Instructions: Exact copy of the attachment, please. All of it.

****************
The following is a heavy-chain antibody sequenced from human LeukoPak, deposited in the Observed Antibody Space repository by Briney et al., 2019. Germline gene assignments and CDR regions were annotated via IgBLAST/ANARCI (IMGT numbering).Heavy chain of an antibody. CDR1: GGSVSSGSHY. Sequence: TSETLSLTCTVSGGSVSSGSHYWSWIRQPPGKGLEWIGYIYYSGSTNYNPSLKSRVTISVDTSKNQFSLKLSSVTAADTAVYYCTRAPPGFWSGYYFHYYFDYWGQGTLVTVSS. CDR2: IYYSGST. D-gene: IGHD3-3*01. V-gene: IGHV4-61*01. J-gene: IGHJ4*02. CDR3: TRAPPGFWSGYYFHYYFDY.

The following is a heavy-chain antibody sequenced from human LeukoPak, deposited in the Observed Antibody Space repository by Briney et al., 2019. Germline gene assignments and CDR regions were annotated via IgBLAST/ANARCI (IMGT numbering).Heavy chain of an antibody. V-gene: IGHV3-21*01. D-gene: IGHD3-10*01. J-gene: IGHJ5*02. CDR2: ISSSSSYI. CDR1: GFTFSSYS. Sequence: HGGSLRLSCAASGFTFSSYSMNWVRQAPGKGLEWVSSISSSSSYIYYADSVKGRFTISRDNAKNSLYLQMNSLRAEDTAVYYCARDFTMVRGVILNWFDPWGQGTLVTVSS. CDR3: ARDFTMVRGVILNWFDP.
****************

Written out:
The following is a heavy-chain antibody sequenced from human LeukoPak, deposited in the Observed Antibody Space repository by Briney et al., 2019. Germline gene assignments and CDR regions were annotated via IgBLAST/ANARCI (IMGT numbering).Heavy chain of an antibody. CDR1: GGSVSSGSHY. Sequence: TSETLSLTCTVSGGSVSSGSHYWSWIRQPPGKGLEWIGYIYYSGSTNYNPSLKSRVTISVDTSKNQFSLKLSSVTAADTAVYYCTRAPPGFWSGYYFHYYFDYWGQGTLVTVSS. CDR2: IYYSGST. D-gene: IGHD3-3*01. V-gene: IGHV4-61*01. J-gene: IGHJ4*02. CDR3: TRAPPGFWSGYYFHYYFDY.

The following is a heavy-chain antibody sequenced from human LeukoPak, deposited in the Observed Antibody Space repository by Briney et al., 2019. Germline gene assignments and CDR regions were annotated via IgBLAST/ANARCI (IMGT numbering).Heavy chain of an antibody. V-gene: IGHV3-21*01. D-gene: IGHD3-10*01. J-gene: IGHJ5*02. CDR2: ISSSSSYI. CDR1: GFTFSSYS. Sequence: HGGSLRLSCAASGFTFSSYSMNWVRQAPGKGLEWVSSISSSSSYIYYADSVKGRFTISRDNAKNSLYLQMNSLRAEDTAVYYCARDFTMVRGVILNWFDPWGQGTLVTVSS. CDR3: ARDFTMVRGVILNWFDP.